Mitchel, what do you teach and when did you switch to distance learning?

I teach science and design in grades 6-10 at Manila Xiamen International School in China. We were on vacation when coronavirus first broke out here. So, when the school closed in February, all students just stayed home, and we had to coordinate virtually on how we set up our new process.

What were your first steps in this transition? This info will be really helpful for other teachers who are going through the same process right now.

I had to change my techniques very quickly and find new tools for this new setting. At that point, we were in the middle of the review season, so it was especially important for me to stay connected with my students and stay on track with the learning plan. I’m a Microsoft Innovative Educator, and I heard about Kahoot! through my network there. I loved it – I think interaction is key, whether it’s in class or virtually, and Kahoot! helped us make it work.

I like hosting kahoots in the beginning and at the end of a lesson. My students always want to play, they’re really into it! When they’re stuck at home, this is a great way for them, to get excited, play, and have some fun while they’re learning. I also use it as a formative assessment tool.

It’s especially important to stay connected and social in these times. How are your students coping with it?

The first weeks they were at home, I noticed lots of students posting videos of them playing games at home. I thought that it would be great to make a game that will help them both have fun and learn! And this idea has been a success. My students are competitive and love to see their name on the podium. I share a picture of the podium in our group chat after. They get to come up with their own nicknames, and it adds more engagement.

Our team, the Egret Scholars Club, also connected to some students from other countries, for example, Egypt, India and Malaysia, so we’re making learning global!

So distance learning actually knows no distance! What tools are helping you facilitate it?

I use Zoom for video conferencing, Microsoft OneNote for notes and activities, Flipgrid for synchronous learning so students can send videos in, and SeeSaw for submitting assignments. Edmodo is our LMS platform at school and this is where I share all activities with students.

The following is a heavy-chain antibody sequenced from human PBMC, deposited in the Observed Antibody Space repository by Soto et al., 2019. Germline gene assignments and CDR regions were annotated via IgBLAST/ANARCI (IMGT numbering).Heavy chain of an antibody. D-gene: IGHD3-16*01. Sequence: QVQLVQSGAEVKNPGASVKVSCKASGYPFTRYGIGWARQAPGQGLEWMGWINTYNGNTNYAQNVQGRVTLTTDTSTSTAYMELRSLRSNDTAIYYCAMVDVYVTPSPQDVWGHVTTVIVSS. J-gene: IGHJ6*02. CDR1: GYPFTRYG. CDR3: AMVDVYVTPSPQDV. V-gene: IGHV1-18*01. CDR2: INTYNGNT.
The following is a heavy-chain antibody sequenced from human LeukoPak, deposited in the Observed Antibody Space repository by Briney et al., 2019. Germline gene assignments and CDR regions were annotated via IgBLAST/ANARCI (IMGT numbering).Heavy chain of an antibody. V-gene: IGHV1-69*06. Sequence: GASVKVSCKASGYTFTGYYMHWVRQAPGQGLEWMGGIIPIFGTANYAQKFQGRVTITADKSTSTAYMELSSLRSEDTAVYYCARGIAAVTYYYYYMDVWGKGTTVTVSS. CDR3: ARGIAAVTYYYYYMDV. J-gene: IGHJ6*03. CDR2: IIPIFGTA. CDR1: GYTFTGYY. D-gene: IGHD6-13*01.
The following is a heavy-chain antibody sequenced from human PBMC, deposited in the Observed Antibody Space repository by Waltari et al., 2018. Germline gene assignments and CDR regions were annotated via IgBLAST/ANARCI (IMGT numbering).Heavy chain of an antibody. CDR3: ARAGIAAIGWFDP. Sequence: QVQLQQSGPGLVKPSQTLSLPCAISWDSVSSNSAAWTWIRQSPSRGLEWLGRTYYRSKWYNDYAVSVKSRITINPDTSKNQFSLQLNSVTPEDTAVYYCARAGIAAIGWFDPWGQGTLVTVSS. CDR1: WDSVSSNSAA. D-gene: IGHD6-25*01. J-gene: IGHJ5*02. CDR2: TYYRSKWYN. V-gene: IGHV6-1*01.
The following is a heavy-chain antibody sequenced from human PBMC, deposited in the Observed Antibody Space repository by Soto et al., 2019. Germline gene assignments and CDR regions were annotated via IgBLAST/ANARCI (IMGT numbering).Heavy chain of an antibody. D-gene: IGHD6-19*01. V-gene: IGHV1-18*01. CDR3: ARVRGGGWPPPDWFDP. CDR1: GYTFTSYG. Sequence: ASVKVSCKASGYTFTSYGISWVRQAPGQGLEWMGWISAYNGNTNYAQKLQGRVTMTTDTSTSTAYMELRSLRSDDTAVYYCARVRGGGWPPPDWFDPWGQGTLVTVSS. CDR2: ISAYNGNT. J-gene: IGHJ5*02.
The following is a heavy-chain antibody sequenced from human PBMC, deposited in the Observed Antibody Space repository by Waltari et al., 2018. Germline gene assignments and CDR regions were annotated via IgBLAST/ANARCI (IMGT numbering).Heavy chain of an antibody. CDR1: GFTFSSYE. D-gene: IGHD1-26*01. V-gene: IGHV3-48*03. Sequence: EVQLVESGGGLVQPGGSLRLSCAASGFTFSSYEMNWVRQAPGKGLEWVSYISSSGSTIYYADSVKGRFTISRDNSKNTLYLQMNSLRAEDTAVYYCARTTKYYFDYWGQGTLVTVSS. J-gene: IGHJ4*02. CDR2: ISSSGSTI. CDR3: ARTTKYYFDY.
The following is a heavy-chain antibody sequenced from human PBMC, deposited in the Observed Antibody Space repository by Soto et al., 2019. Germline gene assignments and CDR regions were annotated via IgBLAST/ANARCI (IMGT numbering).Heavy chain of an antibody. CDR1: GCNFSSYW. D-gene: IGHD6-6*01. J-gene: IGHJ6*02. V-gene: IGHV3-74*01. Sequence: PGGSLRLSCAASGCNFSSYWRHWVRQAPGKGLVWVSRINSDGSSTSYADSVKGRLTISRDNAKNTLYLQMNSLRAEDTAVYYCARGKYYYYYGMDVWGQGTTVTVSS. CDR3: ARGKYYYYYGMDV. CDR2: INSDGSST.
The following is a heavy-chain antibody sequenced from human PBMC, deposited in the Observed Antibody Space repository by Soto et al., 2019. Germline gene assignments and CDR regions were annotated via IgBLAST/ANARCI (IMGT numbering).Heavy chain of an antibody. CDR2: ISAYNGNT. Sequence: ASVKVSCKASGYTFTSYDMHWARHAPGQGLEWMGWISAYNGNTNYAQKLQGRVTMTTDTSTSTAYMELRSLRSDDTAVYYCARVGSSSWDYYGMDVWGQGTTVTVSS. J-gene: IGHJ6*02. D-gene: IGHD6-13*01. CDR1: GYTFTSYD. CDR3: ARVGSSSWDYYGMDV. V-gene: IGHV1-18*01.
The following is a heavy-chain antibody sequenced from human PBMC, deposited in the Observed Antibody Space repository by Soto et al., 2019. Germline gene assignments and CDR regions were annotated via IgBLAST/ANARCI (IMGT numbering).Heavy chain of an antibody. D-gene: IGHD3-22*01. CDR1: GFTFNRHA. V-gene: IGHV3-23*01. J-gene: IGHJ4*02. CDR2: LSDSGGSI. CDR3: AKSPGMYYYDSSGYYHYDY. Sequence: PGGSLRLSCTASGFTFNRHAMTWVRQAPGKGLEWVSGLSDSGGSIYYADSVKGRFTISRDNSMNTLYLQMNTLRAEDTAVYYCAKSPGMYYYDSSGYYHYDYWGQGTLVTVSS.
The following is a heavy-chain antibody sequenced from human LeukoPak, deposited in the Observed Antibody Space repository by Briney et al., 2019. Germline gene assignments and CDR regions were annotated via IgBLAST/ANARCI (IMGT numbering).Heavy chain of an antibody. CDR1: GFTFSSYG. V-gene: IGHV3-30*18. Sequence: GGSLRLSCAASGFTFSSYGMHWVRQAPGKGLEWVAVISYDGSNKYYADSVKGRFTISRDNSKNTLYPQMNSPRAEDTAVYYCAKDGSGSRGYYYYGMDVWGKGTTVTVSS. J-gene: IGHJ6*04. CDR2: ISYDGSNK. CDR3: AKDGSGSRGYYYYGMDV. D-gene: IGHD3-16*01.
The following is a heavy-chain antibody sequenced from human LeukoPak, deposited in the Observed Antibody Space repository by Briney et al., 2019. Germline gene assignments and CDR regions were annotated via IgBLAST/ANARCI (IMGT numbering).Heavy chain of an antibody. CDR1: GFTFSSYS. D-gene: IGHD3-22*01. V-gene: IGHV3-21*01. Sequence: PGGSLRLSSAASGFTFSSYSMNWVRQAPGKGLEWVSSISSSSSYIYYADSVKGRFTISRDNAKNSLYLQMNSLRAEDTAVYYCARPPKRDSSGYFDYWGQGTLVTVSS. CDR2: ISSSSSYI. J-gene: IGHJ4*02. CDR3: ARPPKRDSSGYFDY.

I love combining several tools for a better impact. I made a site where I put up a list of tools that I’m using and sent it to my students and their families.

In these times when distance learning has become the new format of instruction, which Kahoot! features do you find the most helpful?

With distance learning it’s especially important to keep engagement and attention up as I’m not in the same room with my students. I really need to maintain a good connection with them online – and Kahoot! helps me a lot with that.

At first, I only used multiple-choice quiz and true/false questions but then saw how valuable other questions types are. Now I use puzzles a lot, and my students seem to enjoy them.

Also, I really like slides as they help make important knowledge stick. Actually, I first saw this feature in the kahoot about coronavirus that you published. I thought it was great to get additional info while playing, and decided to use it in my kahoots, too. Slides give students a deeper understanding of a particular question. Instead of switching between Kahoot! and another tool where I can instruct, with slides I get to explain this topic right in the kahoot.

Besides playing live over video, I also started using student-paced challenges. They’re especially helpful when we play with students from other countries – then we’re not dependent on time zones, internet loading speed, etc.

Based on your experience of teaching remotely, what would you recommend to other teachers who are transitioning to distance learning these days?

First and foremost – whatever tools and activities you choose, keep it simple so everyone can get started easily. For the activities and assignments you’re planning, focus on fun, engagement, and interaction – Kahoot! is a great solution for that.

If you’re hosting a game via video, test your setup before the lesson. Try how screen sharing works in your software, test the audio, etc. I use my main computer for video conference on Zoom, and a separate computer to screen share the kahoot. That way, I can still see and chat with my students as we’re playing. I also made a cool background to keep it even exciting for my class!

Thanks for sharing your experience, Mitchel!

Do you have more distance learning tips and best practices to share? Join the discussion on Twitter!

Raymond Mitchel M. Africa (Twitter @mitchelafrica) is an IB MYP Science, and Design Educator in Xiamen, China. He is a Certified Educational Technology Expert and has been presenting in various speaking engagements about technology integration and received accolades around the globe. He is a National Geographic Educator, Microsoft Innovative Educator Expert, Google Certified Educator and an Apple Teacher.